Banks exposed as mortgage competition hots up
Britain's banks could be hit by mortgage rates moving even lower as fierce competition in the sector continues, Morgan Stanley analysts have suggested. Alvaro Serrano, an analyst at the Wall Street bank, said: "excess liquidity and low rates have reduced funding cost differentials, leading to more widespread competition." This latest warning comes a month after Goldman Sachs said that Lloyds was the most exposed to a drop in prices, cutting the bank to "sell" as it, too, cautioned that competition was likely to cause mortgage prices to fall further. Mr Serrano agreed that "there are no signs of competition abating for now", but he was more bullish on Lloyds, Britain's biggest mortgage lender. Morgan Stanley has the shares as "overweight" - the equivalent to a "buy". With 20% of the mortgage market, the analysts think that Lloyds is in a better position than rivals such as NatWest, HSBC and Barclays.
Monzo appoints new CFO
Monzo has appointed James Davies as finance chief of the digital bank. Mr Davies is currently the FD of household repairs and insurance group Domestic & General. Prior to that he was in charge of the finance function at digital estate agent group Purplebricks and William Hill’s online division.
BlackRock raises $1bn for first foreign-run China mutual fund
BlackRock has raised Rmb6.7bn ($1bn) for its first mutual fund in China. The asset manager said it closed fundraising a week earlier than expected and brought in more than 110,000 investors.
European banks not prepared for ECB climate stress test
New figures show that European banks are lagging in preparation for the ECB climate stress test. A survey of 20 major European banks shows there is universal agreement among lenders that they are not prepared for the ECB’s climate stress test. The ECB has voiced its concern over European banks’ lack of preparedness for the impending financial challenges climate change poses. Banks that fail to pass the climate stress test will have to adhere to higher capital requirements, leaving less available to distribute to shareholders.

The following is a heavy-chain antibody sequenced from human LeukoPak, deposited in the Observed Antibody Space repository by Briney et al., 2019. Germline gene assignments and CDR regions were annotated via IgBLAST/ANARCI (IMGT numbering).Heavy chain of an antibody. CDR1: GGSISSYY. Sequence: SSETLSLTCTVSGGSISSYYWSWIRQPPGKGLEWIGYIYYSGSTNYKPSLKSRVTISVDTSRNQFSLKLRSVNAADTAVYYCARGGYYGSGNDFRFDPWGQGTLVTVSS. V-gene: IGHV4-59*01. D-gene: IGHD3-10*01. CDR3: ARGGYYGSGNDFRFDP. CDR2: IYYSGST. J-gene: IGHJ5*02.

HK's SFC still watching IPO sponsor banks
Hong Kong's Securities and Futures Commission (SFC) has said it expects to penalise more brokers for misconduct over listings in the financial hub, particularly smaller firms. The fines for high-profile firms, such as UBS and Morgan Stanley, were part of a long-running campaign to improve listing standards after newly traded firms were hit by a slew of scandals. The SFC's Tom Atkinson said: ""I think the enforcement actions we've taken have done a lot to change behaviour with the large firms ... but there are still the smaller firms."
Rome's rescue of Alitalia breached rules on state aid, says EU
EU competition authorities have said the €900m in rescue loans the Italian government gave to Alitalia in 2017 breached state aid rules.
SEC threatens to sue Coinbase over lending product
The SEC is threatening to sue cryptocurrency exchange Coinbase if it launches its yield-generating product called Lend, according to its CEO Brian Armstrong. Lend is marketed as a high interest savings account which allows customers to earn yields on USDC, a stable coin linked to the price of the dollar, by lending capital to borrowers. Armstrong said the company reached out to the SEC before releasing it but the regulator said it was a security and that it would “sue if we proceed to launch, with zero explanation as to why.”
PayPal to acquire ‘buy now, pay later’ provider Paidy for $2.7bn
Tokyo-based “buy now, pay later” group Paidy is to be acquired by PayPal for ¥300bn ($2.7bn). The move is part of PayPal's push into the BNPL sector, in which consumers spread the cost of goods over a small number of payments.